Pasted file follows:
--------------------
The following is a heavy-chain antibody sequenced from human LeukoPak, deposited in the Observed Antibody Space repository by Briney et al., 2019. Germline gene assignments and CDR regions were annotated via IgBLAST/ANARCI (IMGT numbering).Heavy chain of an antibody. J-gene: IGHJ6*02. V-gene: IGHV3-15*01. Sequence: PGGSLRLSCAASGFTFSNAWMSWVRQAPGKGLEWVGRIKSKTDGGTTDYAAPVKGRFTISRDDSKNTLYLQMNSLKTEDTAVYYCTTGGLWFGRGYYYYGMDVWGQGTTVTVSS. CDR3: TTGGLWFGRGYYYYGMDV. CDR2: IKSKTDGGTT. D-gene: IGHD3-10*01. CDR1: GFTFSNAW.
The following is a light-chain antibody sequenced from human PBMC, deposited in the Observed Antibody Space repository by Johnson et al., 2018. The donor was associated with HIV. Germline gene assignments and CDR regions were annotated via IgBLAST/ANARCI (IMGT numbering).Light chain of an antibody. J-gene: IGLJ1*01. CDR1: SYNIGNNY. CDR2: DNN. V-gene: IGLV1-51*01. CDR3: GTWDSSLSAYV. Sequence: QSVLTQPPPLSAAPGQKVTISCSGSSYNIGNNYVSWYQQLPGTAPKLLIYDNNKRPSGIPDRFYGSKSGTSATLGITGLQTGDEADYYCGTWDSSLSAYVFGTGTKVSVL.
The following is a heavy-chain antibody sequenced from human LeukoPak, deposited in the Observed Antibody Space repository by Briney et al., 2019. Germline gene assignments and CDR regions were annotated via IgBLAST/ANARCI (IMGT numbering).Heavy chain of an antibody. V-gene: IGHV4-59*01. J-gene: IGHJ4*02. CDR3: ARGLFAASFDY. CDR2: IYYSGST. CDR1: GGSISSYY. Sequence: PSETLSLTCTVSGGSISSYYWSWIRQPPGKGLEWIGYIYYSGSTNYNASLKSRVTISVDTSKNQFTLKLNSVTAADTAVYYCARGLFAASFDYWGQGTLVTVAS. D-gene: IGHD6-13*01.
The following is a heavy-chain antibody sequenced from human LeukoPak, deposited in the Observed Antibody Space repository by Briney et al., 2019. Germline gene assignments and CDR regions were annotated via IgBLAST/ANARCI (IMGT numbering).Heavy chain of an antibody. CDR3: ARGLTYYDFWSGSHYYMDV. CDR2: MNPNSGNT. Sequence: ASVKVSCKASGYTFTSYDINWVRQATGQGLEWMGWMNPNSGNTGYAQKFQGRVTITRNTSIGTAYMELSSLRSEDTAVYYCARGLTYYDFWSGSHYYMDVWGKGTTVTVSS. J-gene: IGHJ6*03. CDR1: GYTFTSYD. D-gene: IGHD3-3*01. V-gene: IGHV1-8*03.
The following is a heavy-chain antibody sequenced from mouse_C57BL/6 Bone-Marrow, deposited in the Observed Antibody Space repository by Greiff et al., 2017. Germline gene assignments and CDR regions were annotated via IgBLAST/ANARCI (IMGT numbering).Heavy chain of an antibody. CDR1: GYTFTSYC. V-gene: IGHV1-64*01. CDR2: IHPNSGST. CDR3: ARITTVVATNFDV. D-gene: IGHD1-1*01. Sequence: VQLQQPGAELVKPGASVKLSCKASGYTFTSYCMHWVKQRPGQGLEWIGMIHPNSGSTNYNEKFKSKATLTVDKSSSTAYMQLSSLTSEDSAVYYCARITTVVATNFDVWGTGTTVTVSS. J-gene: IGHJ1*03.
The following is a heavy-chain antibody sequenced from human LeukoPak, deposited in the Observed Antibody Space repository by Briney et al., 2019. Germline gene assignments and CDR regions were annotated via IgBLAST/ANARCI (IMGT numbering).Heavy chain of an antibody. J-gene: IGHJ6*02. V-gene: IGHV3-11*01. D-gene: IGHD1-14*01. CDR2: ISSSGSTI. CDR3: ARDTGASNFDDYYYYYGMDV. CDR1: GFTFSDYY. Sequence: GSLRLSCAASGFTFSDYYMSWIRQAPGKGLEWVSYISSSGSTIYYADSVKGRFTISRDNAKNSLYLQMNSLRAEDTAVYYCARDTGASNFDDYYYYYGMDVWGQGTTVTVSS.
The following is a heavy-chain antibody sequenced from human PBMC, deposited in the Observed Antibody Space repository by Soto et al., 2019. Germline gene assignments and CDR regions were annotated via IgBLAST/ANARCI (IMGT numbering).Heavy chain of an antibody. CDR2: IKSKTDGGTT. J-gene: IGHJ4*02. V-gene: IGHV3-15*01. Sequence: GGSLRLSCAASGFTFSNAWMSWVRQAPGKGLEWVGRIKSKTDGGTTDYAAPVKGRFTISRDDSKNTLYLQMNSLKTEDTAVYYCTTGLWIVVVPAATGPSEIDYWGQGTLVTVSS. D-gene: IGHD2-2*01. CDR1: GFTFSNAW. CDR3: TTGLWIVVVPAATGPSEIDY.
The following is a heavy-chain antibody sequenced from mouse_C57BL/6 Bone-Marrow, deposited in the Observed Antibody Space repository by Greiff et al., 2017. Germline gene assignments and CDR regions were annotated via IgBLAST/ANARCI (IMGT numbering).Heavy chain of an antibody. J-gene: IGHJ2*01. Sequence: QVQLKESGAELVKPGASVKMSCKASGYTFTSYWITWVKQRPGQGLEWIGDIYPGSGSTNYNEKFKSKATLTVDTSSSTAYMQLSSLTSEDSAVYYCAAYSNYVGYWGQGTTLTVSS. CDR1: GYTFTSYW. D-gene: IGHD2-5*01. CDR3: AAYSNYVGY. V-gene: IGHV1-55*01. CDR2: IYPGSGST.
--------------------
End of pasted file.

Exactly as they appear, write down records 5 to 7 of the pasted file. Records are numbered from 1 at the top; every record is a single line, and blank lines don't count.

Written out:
The following is a heavy-chain antibody sequenced from mouse_C57BL/6 Bone-Marrow, deposited in the Observed Antibody Space repository by Greiff et al., 2017. Germline gene assignments and CDR regions were annotated via IgBLAST/ANARCI (IMGT numbering).Heavy chain of an antibody. CDR1: GYTFTSYC. V-gene: IGHV1-64*01. CDR2: IHPNSGST. CDR3: ARITTVVATNFDV. D-gene: IGHD1-1*01. Sequence: VQLQQPGAELVKPGASVKLSCKASGYTFTSYCMHWVKQRPGQGLEWIGMIHPNSGSTNYNEKFKSKATLTVDKSSSTAYMQLSSLTSEDSAVYYCARITTVVATNFDVWGTGTTVTVSS. J-gene: IGHJ1*03.
The following is a heavy-chain antibody sequenced from human LeukoPak, deposited in the Observed Antibody Space repository by Briney et al., 2019. Germline gene assignments and CDR regions were annotated via IgBLAST/ANARCI (IMGT numbering).Heavy chain of an antibody. J-gene: IGHJ6*02. V-gene: IGHV3-11*01. D-gene: IGHD1-14*01. CDR2: ISSSGSTI. CDR3: ARDTGASNFDDYYYYYGMDV. CDR1: GFTFSDYY. Sequence: GSLRLSCAASGFTFSDYYMSWIRQAPGKGLEWVSYISSSGSTIYYADSVKGRFTISRDNAKNSLYLQMNSLRAEDTAVYYCARDTGASNFDDYYYYYGMDVWGQGTTVTVSS.
The following is a heavy-chain antibody sequenced from human PBMC, deposited in the Observed Antibody Space repository by Soto et al., 2019. Germline gene assignments and CDR regions were annotated via IgBLAST/ANARCI (IMGT numbering).Heavy chain of an antibody. CDR2: IKSKTDGGTT. J-gene: IGHJ4*02. V-gene: IGHV3-15*01. Sequence: GGSLRLSCAASGFTFSNAWMSWVRQAPGKGLEWVGRIKSKTDGGTTDYAAPVKGRFTISRDDSKNTLYLQMNSLKTEDTAVYYCTTGLWIVVVPAATGPSEIDYWGQGTLVTVSS. D-gene: IGHD2-2*01. CDR1: GFTFSNAW. CDR3: TTGLWIVVVPAATGPSEIDY.